Jubilee, are shamed by media moguls by calling their art pornography the most brutal and
basest expression of sex. In this way, shame continues to be used as a weapon of
“It is we who must distinguish between the true prophets and the false prophets” ~ Karl Popper.
Pornography has no formal power or authority, yet it is the main source of sex education for
our children. We have granted it authority over what sexual connections should look like and, by tarnishing alternate expressions as pornography, have banned any ‘competition’ for authority from entering the mainstream. Porn is the loudest voice currently when it comes to sexuality, but it does not mean that it is the one that will allow us to thrive and reach our full human and sexual potential. In fact, it is the opposite, with research showing that pornography impedes people’s ability to connect with their partners and depletes sexual vitality.
“Science is not perfect. It can be misused. It is only a tool.” ~ Carl Sagan
Scientific advancements have taught us much about the physical and psychological elements of sex. Still, we need to be spared from believing that it explains the fullness of our sexuality. As shown in the Model of Sexuality above, our spirituality is the higher power that drives our sexuality and is enlightened through our sexual connections with others.
Concentrating solely on the scientific elements of sexuality at the expense of the spiritual is like believing there is only one side of a coin. The interchange of energy between the heart and sacral centres makes for the most satisfying sex, and you won’t find any of this instruction in the textbooks on reproductive anatomy!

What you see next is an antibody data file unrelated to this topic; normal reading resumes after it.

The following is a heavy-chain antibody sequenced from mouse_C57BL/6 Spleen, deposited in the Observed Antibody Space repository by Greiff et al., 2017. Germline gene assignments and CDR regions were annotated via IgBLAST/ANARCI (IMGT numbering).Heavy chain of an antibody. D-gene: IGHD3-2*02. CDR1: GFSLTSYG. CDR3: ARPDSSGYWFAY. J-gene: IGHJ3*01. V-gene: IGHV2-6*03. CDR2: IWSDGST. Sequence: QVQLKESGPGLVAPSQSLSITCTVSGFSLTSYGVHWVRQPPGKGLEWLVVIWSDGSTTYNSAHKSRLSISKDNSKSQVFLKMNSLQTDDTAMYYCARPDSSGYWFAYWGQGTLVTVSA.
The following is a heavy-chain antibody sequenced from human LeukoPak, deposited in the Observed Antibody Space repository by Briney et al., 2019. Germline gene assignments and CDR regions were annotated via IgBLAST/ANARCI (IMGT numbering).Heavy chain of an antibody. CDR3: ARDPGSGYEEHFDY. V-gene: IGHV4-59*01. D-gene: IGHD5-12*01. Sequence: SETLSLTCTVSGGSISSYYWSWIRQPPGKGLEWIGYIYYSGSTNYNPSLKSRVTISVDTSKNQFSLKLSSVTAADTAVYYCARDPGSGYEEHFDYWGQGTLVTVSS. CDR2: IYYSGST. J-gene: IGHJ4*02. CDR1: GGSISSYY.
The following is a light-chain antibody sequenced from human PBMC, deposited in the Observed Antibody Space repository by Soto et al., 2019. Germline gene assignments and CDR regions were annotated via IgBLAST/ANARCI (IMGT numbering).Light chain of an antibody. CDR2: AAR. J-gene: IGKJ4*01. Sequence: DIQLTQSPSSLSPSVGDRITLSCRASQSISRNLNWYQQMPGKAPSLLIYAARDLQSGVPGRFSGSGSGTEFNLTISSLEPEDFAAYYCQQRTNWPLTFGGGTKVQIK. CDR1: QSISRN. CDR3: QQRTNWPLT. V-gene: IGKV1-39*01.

“I am living in a material world, and I am a material girl.” ~ Madonna
Materialism is a value system preoccupied with material possessions and the social image they project. It places overwhelming importance on physical objects and believes that these, and their inherent tatements about identity, are the most important things in life. There is no doubt in my mind that materialism is the new world religion and that a materialistic philosophy is being played out through our sexuality. We need to be saved then from sexual materialism, which believes our sexuality and intimate connections are there to relieve us from superficial suffering and bring us nothing but happiness. Instead of our sexuality enabling greater self-knowledge and a connection to our higher selves, we possess and use it to gain recognition and acceptance and as a yardstick of success. And instead of our sexuality enabling full, mutual and meaningful connections with others, it turns others into achievements and trophies.
“Sexualisation is imposed from the outside” ~ Peggy Orenstein.
Sexualisation is using elements of your sexuality to arouse desire in others. Others can sexualise you – looking at pieces of your sexuality (usually the very superficial ones) to arouse their desire, or you can sexualise yourself – by enhancing attributes or undertaking actions that you hope will arouse desire in others. Sexualising others is about seeking power over them – gaining access, ownership or control over specific attributes. Sexualisation yourself is all about seeking power over others by securing their attraction. As Missy puts it perfectly, it is a process of “weaponising my sexuality.”. We need to be saved from the misconception that our sexuality is sexualisation and that it only exists or is only validated by someone else’s appreciation for our physical form or what we do with it!
Social media stars
“Tell me what’s your kink, gimme the dick” ~Doja Cat.